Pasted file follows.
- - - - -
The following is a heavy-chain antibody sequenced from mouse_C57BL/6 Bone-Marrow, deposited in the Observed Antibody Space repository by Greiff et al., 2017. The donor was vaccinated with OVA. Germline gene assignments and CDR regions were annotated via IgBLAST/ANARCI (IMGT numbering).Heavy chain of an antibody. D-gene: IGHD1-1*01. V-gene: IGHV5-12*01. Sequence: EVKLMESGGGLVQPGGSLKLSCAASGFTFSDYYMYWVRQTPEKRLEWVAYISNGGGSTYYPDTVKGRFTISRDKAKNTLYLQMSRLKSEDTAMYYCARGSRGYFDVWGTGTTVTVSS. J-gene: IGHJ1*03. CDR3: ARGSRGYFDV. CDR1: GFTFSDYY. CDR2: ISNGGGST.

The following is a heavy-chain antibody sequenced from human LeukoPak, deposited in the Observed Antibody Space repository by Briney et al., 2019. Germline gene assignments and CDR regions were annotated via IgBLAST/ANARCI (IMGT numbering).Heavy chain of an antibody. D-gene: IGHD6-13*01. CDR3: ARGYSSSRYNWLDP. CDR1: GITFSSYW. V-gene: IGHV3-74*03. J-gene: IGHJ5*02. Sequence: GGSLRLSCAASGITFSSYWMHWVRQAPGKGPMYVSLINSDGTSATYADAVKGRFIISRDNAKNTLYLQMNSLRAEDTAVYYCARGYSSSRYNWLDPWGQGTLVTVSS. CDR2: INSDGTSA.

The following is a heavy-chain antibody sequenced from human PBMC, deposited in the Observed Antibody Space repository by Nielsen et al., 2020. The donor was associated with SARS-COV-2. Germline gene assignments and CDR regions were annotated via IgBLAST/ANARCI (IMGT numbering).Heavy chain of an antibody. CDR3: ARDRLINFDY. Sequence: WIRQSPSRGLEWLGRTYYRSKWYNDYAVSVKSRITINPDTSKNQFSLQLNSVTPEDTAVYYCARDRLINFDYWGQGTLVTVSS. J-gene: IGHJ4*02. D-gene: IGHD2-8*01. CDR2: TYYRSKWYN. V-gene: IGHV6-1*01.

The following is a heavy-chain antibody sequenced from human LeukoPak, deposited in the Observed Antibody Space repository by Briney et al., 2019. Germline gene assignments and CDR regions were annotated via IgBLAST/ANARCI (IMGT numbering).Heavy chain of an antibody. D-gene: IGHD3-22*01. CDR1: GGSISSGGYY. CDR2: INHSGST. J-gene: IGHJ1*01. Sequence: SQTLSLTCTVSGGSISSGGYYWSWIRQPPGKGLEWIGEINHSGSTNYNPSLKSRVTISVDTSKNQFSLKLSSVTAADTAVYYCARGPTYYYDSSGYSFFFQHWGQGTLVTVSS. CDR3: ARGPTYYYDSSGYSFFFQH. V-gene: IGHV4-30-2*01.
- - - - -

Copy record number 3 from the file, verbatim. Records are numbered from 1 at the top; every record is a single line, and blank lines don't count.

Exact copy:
The following is a heavy-chain antibody sequenced from human PBMC, deposited in the Observed Antibody Space repository by Nielsen et al., 2020. The donor was associated with SARS-COV-2. Germline gene assignments and CDR regions were annotated via IgBLAST/ANARCI (IMGT numbering).Heavy chain of an antibody. CDR3: ARDRLINFDY. Sequence: WIRQSPSRGLEWLGRTYYRSKWYNDYAVSVKSRITINPDTSKNQFSLQLNSVTPEDTAVYYCARDRLINFDYWGQGTLVTVSS. J-gene: IGHJ4*02. D-gene: IGHD2-8*01. CDR2: TYYRSKWYN. V-gene: IGHV6-1*01.